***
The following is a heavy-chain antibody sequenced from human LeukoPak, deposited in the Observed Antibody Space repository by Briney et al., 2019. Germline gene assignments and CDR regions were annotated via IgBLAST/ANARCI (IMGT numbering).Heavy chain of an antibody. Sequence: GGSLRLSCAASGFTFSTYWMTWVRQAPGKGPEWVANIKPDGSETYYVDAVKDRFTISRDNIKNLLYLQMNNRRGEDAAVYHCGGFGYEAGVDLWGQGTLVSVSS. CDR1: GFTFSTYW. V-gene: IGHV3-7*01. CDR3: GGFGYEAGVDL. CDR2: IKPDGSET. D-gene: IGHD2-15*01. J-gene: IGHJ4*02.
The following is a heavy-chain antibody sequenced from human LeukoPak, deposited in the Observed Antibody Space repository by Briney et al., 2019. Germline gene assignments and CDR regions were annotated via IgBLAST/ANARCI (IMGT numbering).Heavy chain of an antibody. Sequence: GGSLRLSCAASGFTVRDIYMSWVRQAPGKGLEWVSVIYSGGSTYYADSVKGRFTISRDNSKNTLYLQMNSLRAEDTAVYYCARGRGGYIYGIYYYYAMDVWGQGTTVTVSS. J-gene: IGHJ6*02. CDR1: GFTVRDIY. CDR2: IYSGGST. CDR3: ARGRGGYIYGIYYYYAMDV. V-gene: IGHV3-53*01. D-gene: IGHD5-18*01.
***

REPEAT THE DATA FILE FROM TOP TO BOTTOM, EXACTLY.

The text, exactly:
The following is a heavy-chain antibody sequenced from human LeukoPak, deposited in the Observed Antibody Space repository by Briney et al., 2019. Germline gene assignments and CDR regions were annotated via IgBLAST/ANARCI (IMGT numbering).Heavy chain of an antibody. Sequence: GGSLRLSCAASGFTFSTYWMTWVRQAPGKGPEWVANIKPDGSETYYVDAVKDRFTISRDNIKNLLYLQMNNRRGEDAAVYHCGGFGYEAGVDLWGQGTLVSVSS. CDR1: GFTFSTYW. V-gene: IGHV3-7*01. CDR3: GGFGYEAGVDL. CDR2: IKPDGSET. D-gene: IGHD2-15*01. J-gene: IGHJ4*02.
The following is a heavy-chain antibody sequenced from human LeukoPak, deposited in the Observed Antibody Space repository by Briney et al., 2019. Germline gene assignments and CDR regions were annotated via IgBLAST/ANARCI (IMGT numbering).Heavy chain of an antibody. Sequence: GGSLRLSCAASGFTVRDIYMSWVRQAPGKGLEWVSVIYSGGSTYYADSVKGRFTISRDNSKNTLYLQMNSLRAEDTAVYYCARGRGGYIYGIYYYYAMDVWGQGTTVTVSS. J-gene: IGHJ6*02. CDR1: GFTVRDIY. CDR2: IYSGGST. CDR3: ARGRGGYIYGIYYYYAMDV. V-gene: IGHV3-53*01. D-gene: IGHD5-18*01.